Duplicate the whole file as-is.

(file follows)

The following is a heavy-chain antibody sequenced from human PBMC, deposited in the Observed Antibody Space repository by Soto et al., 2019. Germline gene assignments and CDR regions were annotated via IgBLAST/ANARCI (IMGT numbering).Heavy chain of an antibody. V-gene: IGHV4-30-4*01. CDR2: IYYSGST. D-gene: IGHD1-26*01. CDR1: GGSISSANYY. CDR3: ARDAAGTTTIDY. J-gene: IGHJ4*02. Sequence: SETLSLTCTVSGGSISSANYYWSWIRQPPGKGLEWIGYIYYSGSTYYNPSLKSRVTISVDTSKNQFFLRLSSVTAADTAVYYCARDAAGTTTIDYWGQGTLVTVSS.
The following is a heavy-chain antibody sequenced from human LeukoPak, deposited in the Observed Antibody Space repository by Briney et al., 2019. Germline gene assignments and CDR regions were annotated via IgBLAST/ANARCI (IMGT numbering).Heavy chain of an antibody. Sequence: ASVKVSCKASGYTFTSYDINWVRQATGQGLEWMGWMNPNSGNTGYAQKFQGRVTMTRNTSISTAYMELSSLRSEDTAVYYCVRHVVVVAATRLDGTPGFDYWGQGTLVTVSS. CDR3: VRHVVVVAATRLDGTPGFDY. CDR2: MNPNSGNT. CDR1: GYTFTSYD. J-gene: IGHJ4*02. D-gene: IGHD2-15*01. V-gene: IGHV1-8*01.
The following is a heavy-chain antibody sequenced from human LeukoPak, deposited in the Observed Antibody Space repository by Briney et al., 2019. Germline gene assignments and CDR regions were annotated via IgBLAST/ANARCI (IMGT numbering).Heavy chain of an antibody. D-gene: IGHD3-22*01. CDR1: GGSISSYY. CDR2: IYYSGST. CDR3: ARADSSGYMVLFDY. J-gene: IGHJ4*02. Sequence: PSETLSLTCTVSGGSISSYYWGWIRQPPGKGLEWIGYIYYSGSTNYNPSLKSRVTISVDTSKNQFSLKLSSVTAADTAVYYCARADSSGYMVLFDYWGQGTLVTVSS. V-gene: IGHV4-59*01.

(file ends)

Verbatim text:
The following is a heavy-chain antibody sequenced from human PBMC, deposited in the Observed Antibody Space repository by Soto et al., 2019. Germline gene assignments and CDR regions were annotated via IgBLAST/ANARCI (IMGT numbering).Heavy chain of an antibody. V-gene: IGHV4-30-4*01. CDR2: IYYSGST. D-gene: IGHD1-26*01. CDR1: GGSISSANYY. CDR3: ARDAAGTTTIDY. J-gene: IGHJ4*02. Sequence: SETLSLTCTVSGGSISSANYYWSWIRQPPGKGLEWIGYIYYSGSTYYNPSLKSRVTISVDTSKNQFFLRLSSVTAADTAVYYCARDAAGTTTIDYWGQGTLVTVSS.
The following is a heavy-chain antibody sequenced from human LeukoPak, deposited in the Observed Antibody Space repository by Briney et al., 2019. Germline gene assignments and CDR regions were annotated via IgBLAST/ANARCI (IMGT numbering).Heavy chain of an antibody. Sequence: ASVKVSCKASGYTFTSYDINWVRQATGQGLEWMGWMNPNSGNTGYAQKFQGRVTMTRNTSISTAYMELSSLRSEDTAVYYCVRHVVVVAATRLDGTPGFDYWGQGTLVTVSS. CDR3: VRHVVVVAATRLDGTPGFDY. CDR2: MNPNSGNT. CDR1: GYTFTSYD. J-gene: IGHJ4*02. D-gene: IGHD2-15*01. V-gene: IGHV1-8*01.
The following is a heavy-chain antibody sequenced from human LeukoPak, deposited in the Observed Antibody Space repository by Briney et al., 2019. Germline gene assignments and CDR regions were annotated via IgBLAST/ANARCI (IMGT numbering).Heavy chain of an antibody. D-gene: IGHD3-22*01. CDR1: GGSISSYY. CDR2: IYYSGST. CDR3: ARADSSGYMVLFDY. J-gene: IGHJ4*02. Sequence: PSETLSLTCTVSGGSISSYYWGWIRQPPGKGLEWIGYIYYSGSTNYNPSLKSRVTISVDTSKNQFSLKLSSVTAADTAVYYCARADSSGYMVLFDYWGQGTLVTVSS. V-gene: IGHV4-59*01.